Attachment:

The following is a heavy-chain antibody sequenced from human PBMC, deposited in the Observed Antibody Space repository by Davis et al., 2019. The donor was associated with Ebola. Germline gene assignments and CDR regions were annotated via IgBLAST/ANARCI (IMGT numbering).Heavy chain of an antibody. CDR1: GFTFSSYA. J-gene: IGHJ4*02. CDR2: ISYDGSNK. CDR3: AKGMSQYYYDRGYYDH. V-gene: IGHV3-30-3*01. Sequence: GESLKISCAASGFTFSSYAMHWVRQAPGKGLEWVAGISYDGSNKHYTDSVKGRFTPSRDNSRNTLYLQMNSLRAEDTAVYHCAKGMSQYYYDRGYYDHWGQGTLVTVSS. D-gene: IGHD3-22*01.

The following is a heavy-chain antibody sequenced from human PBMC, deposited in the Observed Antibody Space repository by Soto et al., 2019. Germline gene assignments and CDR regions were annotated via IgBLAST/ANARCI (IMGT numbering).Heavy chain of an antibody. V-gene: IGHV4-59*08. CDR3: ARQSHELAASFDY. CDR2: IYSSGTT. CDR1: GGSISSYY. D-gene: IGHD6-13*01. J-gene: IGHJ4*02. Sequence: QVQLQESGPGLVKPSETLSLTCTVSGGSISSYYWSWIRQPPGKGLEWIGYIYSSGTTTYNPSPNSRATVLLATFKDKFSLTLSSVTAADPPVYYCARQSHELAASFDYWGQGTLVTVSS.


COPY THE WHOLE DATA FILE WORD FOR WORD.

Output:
The following is a heavy-chain antibody sequenced from human PBMC, deposited in the Observed Antibody Space repository by Davis et al., 2019. The donor was associated with Ebola. Germline gene assignments and CDR regions were annotated via IgBLAST/ANARCI (IMGT numbering).Heavy chain of an antibody. CDR1: GFTFSSYA. J-gene: IGHJ4*02. CDR2: ISYDGSNK. CDR3: AKGMSQYYYDRGYYDH. V-gene: IGHV3-30-3*01. Sequence: GESLKISCAASGFTFSSYAMHWVRQAPGKGLEWVAGISYDGSNKHYTDSVKGRFTPSRDNSRNTLYLQMNSLRAEDTAVYHCAKGMSQYYYDRGYYDHWGQGTLVTVSS. D-gene: IGHD3-22*01.

The following is a heavy-chain antibody sequenced from human PBMC, deposited in the Observed Antibody Space repository by Soto et al., 2019. Germline gene assignments and CDR regions were annotated via IgBLAST/ANARCI (IMGT numbering).Heavy chain of an antibody. V-gene: IGHV4-59*08. CDR3: ARQSHELAASFDY. CDR2: IYSSGTT. CDR1: GGSISSYY. D-gene: IGHD6-13*01. J-gene: IGHJ4*02. Sequence: QVQLQESGPGLVKPSETLSLTCTVSGGSISSYYWSWIRQPPGKGLEWIGYIYSSGTTTYNPSPNSRATVLLATFKDKFSLTLSSVTAADPPVYYCARQSHELAASFDYWGQGTLVTVSS.